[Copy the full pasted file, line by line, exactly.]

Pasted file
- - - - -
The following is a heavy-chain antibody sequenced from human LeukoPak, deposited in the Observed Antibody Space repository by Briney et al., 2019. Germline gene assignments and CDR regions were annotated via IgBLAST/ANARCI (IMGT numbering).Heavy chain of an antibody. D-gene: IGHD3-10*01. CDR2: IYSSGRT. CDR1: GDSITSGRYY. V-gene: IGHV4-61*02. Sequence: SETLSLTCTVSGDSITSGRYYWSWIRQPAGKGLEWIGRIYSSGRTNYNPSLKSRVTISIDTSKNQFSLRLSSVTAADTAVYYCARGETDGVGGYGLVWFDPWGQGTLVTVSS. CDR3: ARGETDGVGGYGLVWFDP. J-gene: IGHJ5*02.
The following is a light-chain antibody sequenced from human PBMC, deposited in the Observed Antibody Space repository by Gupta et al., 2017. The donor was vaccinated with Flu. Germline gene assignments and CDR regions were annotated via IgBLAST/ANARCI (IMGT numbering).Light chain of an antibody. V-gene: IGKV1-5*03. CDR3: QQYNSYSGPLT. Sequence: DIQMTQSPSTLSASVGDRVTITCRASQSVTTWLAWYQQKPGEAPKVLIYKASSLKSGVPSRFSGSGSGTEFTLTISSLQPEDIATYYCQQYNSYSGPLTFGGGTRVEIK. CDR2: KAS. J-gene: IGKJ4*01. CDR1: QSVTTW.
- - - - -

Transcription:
The following is a heavy-chain antibody sequenced from human LeukoPak, deposited in the Observed Antibody Space repository by Briney et al., 2019. Germline gene assignments and CDR regions were annotated via IgBLAST/ANARCI (IMGT numbering).Heavy chain of an antibody. D-gene: IGHD3-10*01. CDR2: IYSSGRT. CDR1: GDSITSGRYY. V-gene: IGHV4-61*02. Sequence: SETLSLTCTVSGDSITSGRYYWSWIRQPAGKGLEWIGRIYSSGRTNYNPSLKSRVTISIDTSKNQFSLRLSSVTAADTAVYYCARGETDGVGGYGLVWFDPWGQGTLVTVSS. CDR3: ARGETDGVGGYGLVWFDP. J-gene: IGHJ5*02.
The following is a light-chain antibody sequenced from human PBMC, deposited in the Observed Antibody Space repository by Gupta et al., 2017. The donor was vaccinated with Flu. Germline gene assignments and CDR regions were annotated via IgBLAST/ANARCI (IMGT numbering).Light chain of an antibody. V-gene: IGKV1-5*03. CDR3: QQYNSYSGPLT. Sequence: DIQMTQSPSTLSASVGDRVTITCRASQSVTTWLAWYQQKPGEAPKVLIYKASSLKSGVPSRFSGSGSGTEFTLTISSLQPEDIATYYCQQYNSYSGPLTFGGGTRVEIK. CDR2: KAS. J-gene: IGKJ4*01. CDR1: QSVTTW.